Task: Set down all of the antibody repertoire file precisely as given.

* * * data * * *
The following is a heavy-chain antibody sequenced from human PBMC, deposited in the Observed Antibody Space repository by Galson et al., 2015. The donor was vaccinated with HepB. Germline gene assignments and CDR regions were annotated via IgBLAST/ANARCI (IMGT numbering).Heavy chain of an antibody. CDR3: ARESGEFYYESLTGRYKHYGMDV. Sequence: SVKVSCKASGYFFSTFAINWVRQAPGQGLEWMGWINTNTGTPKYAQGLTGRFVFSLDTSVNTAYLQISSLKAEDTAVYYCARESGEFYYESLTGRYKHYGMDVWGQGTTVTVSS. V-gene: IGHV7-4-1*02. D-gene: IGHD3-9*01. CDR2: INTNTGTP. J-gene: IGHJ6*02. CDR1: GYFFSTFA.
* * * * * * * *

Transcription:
The following is a heavy-chain antibody sequenced from human PBMC, deposited in the Observed Antibody Space repository by Galson et al., 2015. The donor was vaccinated with HepB. Germline gene assignments and CDR regions were annotated via IgBLAST/ANARCI (IMGT numbering).Heavy chain of an antibody. CDR3: ARESGEFYYESLTGRYKHYGMDV. Sequence: SVKVSCKASGYFFSTFAINWVRQAPGQGLEWMGWINTNTGTPKYAQGLTGRFVFSLDTSVNTAYLQISSLKAEDTAVYYCARESGEFYYESLTGRYKHYGMDVWGQGTTVTVSS. V-gene: IGHV7-4-1*02. D-gene: IGHD3-9*01. CDR2: INTNTGTP. J-gene: IGHJ6*02. CDR1: GYFFSTFA.